Chronic inflammation causes long-term pain and tissue scarring, manifesting in a range of diseases from rheumatoid arthritis to liver cirrhosis. With the introduction of gene therapy and immunotherapeutics, novel strategies targeting inflammatory disorders are being developed, creating hope for patients with no other clinical options. In this interview with The Life Sciences Report, FBR & Co.'s Vernon Bernardino provides insight on companies developing such strategies that also present solid investment opportunities.
The Life Sciences Report: The biotech sector is currently experiencing great market volatility. Does this volatility create a temporary opportunity for careful investors to get in at lower prices, or is it a longer-term change in market direction?
VB: I think it's a temporary drop affording smart investors an opportunity to get into the sector at lower prices. We have clients doing homework all the time in the biotech space, so they have their lists. They see a lot of choices and they are looking for more attractive valuations.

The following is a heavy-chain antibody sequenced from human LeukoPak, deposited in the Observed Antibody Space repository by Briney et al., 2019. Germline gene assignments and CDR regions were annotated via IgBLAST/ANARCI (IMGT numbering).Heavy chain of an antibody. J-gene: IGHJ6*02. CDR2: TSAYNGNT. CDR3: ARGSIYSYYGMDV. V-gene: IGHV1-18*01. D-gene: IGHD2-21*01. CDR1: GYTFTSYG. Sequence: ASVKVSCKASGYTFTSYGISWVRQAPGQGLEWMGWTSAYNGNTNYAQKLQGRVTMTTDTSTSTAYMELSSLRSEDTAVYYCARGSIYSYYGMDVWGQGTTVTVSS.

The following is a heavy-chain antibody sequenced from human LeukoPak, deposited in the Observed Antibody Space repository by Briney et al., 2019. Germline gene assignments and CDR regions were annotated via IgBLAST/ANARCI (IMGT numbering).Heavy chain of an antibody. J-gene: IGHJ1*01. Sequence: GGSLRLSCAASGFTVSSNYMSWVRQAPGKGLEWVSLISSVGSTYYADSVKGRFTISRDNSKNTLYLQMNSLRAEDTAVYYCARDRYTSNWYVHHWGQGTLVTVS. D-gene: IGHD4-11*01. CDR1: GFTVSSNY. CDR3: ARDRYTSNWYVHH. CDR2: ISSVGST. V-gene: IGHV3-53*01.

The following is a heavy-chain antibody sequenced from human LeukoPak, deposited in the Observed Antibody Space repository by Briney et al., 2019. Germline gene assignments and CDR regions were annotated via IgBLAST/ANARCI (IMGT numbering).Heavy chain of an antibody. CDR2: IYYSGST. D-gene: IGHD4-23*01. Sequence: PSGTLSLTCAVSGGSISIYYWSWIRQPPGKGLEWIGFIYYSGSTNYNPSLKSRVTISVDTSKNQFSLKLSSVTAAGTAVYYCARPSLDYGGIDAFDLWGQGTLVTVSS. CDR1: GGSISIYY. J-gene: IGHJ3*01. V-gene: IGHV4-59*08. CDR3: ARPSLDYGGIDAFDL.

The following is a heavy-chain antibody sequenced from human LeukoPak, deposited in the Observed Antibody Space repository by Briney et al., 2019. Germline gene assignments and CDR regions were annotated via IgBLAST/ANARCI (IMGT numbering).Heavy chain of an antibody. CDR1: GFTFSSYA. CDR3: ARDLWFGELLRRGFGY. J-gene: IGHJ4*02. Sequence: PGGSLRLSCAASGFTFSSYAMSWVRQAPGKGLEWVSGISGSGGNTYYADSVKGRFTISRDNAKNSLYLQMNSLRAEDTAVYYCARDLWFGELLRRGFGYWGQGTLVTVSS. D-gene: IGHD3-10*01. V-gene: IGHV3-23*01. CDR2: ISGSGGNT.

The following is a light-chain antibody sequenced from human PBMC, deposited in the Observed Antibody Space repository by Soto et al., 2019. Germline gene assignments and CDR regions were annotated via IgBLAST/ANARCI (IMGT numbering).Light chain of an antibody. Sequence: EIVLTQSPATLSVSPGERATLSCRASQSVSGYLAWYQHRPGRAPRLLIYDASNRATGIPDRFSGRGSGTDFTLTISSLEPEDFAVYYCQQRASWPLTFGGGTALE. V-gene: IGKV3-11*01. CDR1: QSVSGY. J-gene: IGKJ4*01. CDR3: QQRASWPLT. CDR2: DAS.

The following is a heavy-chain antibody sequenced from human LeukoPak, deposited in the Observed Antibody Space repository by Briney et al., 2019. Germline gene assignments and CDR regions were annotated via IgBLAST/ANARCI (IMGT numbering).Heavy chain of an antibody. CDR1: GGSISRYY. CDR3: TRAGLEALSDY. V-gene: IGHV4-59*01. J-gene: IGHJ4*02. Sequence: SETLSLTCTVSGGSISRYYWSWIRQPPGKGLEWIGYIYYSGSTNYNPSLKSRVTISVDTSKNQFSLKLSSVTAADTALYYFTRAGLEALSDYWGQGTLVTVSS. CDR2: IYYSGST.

Biotech stocks ran up a lot this year because of their potential value, which results from innovation and the clinical stages of their product candidates. Many of these technological advances can be used as drug discovery engines, and only became practical in the last five years. Some advancements have already generated drug candidates moving into Phase 2 clinical trials.
With the market pullback, biotech valuations are returning to early 2015 levels, as the NASDAQ Biotechnology Index (NBI) and the NYSE ARCA Biotech Index (BTK) show. Biotechnology stocks had run up 50% year-over-year and are now flat year to date. We think, overall, this makes it a good time to buy.
TLSR: As a sellside analyst, what are you looking for when evaluating life science companies?